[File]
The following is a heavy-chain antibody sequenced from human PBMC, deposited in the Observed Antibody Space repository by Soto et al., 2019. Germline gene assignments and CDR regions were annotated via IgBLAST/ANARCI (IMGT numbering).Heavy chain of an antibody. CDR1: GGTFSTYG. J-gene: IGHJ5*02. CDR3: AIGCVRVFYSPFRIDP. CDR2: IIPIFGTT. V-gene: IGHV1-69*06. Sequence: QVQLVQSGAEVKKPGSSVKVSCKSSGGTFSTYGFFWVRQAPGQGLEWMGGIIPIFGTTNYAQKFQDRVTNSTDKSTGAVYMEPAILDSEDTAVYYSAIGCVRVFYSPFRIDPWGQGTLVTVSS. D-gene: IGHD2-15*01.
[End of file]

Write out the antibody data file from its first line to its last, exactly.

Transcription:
The following is a heavy-chain antibody sequenced from human PBMC, deposited in the Observed Antibody Space repository by Soto et al., 2019. Germline gene assignments and CDR regions were annotated via IgBLAST/ANARCI (IMGT numbering).Heavy chain of an antibody. CDR1: GGTFSTYG. J-gene: IGHJ5*02. CDR3: AIGCVRVFYSPFRIDP. CDR2: IIPIFGTT. V-gene: IGHV1-69*06. Sequence: QVQLVQSGAEVKKPGSSVKVSCKSSGGTFSTYGFFWVRQAPGQGLEWMGGIIPIFGTTNYAQKFQDRVTNSTDKSTGAVYMEPAILDSEDTAVYYSAIGCVRVFYSPFRIDPWGQGTLVTVSS. D-gene: IGHD2-15*01.